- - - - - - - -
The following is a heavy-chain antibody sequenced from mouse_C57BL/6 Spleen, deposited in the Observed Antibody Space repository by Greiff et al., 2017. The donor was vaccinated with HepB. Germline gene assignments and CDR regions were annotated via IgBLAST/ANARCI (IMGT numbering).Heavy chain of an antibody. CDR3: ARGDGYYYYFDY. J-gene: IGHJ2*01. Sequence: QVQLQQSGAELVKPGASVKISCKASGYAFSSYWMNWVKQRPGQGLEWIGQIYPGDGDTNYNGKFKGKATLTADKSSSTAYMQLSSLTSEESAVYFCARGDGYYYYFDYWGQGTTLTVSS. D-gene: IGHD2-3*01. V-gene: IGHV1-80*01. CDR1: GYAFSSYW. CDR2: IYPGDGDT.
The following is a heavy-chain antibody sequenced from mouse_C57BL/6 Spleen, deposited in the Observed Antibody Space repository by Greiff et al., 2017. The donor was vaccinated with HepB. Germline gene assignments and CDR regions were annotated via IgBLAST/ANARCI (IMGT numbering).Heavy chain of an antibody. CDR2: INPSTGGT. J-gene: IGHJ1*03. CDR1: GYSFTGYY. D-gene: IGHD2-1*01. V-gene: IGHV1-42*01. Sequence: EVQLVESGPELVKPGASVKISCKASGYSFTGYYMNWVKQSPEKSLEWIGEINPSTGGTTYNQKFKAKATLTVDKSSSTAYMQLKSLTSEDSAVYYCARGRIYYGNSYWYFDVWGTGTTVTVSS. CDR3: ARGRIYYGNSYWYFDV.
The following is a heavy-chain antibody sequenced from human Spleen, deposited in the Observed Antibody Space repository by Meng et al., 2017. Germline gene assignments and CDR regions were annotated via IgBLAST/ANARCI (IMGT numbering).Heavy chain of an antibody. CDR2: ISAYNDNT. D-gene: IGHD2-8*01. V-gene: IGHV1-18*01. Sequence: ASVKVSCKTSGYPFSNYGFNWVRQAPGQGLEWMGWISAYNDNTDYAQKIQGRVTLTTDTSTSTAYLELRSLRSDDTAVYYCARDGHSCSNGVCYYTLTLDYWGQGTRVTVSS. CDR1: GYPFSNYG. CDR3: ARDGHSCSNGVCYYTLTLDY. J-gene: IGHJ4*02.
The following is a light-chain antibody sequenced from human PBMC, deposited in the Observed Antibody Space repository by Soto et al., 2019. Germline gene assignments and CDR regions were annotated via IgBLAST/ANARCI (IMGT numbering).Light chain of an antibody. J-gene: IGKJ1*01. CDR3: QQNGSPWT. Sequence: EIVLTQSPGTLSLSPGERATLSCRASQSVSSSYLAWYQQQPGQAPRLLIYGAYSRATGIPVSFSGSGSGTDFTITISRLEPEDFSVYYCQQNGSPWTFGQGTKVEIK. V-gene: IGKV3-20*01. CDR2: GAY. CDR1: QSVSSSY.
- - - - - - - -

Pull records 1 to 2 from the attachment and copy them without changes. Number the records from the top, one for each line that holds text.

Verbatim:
The following is a heavy-chain antibody sequenced from mouse_C57BL/6 Spleen, deposited in the Observed Antibody Space repository by Greiff et al., 2017. The donor was vaccinated with HepB. Germline gene assignments and CDR regions were annotated via IgBLAST/ANARCI (IMGT numbering).Heavy chain of an antibody. CDR3: ARGDGYYYYFDY. J-gene: IGHJ2*01. Sequence: QVQLQQSGAELVKPGASVKISCKASGYAFSSYWMNWVKQRPGQGLEWIGQIYPGDGDTNYNGKFKGKATLTADKSSSTAYMQLSSLTSEESAVYFCARGDGYYYYFDYWGQGTTLTVSS. D-gene: IGHD2-3*01. V-gene: IGHV1-80*01. CDR1: GYAFSSYW. CDR2: IYPGDGDT.
The following is a heavy-chain antibody sequenced from mouse_C57BL/6 Spleen, deposited in the Observed Antibody Space repository by Greiff et al., 2017. The donor was vaccinated with HepB. Germline gene assignments and CDR regions were annotated via IgBLAST/ANARCI (IMGT numbering).Heavy chain of an antibody. CDR2: INPSTGGT. J-gene: IGHJ1*03. CDR1: GYSFTGYY. D-gene: IGHD2-1*01. V-gene: IGHV1-42*01. Sequence: EVQLVESGPELVKPGASVKISCKASGYSFTGYYMNWVKQSPEKSLEWIGEINPSTGGTTYNQKFKAKATLTVDKSSSTAYMQLKSLTSEDSAVYYCARGRIYYGNSYWYFDVWGTGTTVTVSS. CDR3: ARGRIYYGNSYWYFDV.